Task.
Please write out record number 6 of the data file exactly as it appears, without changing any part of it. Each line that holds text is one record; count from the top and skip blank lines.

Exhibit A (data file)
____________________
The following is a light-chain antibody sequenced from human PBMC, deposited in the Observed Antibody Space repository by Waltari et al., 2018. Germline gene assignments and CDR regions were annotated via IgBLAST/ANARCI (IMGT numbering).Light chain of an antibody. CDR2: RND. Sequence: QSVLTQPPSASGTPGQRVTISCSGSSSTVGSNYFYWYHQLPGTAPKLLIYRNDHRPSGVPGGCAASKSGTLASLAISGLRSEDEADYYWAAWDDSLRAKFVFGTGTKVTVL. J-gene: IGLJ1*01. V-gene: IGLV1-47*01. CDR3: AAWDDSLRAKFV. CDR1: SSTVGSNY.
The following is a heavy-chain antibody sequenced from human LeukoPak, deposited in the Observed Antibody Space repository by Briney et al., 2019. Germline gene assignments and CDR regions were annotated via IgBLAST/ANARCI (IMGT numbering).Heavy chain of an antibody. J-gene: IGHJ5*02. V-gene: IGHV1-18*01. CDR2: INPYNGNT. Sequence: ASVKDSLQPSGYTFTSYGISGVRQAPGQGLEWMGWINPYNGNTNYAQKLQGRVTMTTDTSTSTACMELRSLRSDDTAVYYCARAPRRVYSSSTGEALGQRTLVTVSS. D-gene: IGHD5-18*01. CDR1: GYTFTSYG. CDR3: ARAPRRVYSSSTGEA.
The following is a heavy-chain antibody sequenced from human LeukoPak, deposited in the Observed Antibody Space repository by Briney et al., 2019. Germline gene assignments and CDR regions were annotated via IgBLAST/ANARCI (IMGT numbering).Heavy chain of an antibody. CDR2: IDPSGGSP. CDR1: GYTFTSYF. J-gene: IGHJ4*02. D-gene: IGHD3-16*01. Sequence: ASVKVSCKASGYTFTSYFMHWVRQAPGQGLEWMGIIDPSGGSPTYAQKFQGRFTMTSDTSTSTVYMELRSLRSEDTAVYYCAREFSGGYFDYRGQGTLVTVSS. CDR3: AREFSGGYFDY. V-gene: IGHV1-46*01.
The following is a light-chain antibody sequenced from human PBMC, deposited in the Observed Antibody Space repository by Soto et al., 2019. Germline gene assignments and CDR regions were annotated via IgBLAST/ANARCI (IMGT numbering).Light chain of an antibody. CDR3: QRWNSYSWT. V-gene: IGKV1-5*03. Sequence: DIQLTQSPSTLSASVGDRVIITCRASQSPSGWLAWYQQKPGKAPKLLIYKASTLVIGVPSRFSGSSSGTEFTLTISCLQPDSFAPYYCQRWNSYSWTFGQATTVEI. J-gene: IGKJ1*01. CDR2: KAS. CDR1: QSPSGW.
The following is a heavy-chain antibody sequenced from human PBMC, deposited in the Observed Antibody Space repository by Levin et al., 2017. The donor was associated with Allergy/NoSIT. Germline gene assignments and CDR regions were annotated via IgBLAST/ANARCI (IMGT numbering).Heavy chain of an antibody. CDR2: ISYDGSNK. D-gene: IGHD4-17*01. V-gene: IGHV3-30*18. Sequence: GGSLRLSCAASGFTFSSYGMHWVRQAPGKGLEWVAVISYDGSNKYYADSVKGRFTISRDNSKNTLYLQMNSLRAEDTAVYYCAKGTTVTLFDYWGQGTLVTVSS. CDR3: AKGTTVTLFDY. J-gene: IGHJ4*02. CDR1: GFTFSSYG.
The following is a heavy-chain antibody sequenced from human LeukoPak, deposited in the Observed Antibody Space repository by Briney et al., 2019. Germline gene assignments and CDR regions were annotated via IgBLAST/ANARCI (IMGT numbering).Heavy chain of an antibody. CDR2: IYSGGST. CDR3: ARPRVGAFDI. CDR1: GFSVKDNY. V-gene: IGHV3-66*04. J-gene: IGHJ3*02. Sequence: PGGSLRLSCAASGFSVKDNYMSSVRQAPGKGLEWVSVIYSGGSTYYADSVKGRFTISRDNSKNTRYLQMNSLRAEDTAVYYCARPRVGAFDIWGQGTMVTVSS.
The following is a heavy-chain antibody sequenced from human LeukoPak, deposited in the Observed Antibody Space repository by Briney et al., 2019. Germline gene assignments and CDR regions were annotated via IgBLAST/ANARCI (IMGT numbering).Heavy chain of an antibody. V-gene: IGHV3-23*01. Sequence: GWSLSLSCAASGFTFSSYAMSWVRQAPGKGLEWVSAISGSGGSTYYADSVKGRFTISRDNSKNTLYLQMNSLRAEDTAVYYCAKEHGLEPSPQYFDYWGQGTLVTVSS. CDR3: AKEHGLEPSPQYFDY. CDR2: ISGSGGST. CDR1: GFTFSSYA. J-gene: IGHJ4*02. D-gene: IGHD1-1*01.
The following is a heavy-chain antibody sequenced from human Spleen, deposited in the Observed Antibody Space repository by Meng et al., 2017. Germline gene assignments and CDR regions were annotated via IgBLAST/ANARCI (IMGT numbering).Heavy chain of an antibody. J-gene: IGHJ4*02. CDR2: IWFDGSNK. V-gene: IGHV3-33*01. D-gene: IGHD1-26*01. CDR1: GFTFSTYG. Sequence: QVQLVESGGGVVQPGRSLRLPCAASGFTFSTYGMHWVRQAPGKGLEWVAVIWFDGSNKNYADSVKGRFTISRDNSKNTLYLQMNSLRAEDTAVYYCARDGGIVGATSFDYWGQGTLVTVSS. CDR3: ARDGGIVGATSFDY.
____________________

The following is a heavy-chain antibody sequenced from human LeukoPak, deposited in the Observed Antibody Space repository by Briney et al., 2019. Germline gene assignments and CDR regions were annotated via IgBLAST/ANARCI (IMGT numbering).Heavy chain of an antibody. CDR2: IYSGGST. CDR3: ARPRVGAFDI. CDR1: GFSVKDNY. V-gene: IGHV3-66*04. J-gene: IGHJ3*02. Sequence: PGGSLRLSCAASGFSVKDNYMSSVRQAPGKGLEWVSVIYSGGSTYYADSVKGRFTISRDNSKNTRYLQMNSLRAEDTAVYYCARPRVGAFDIWGQGTMVTVSS.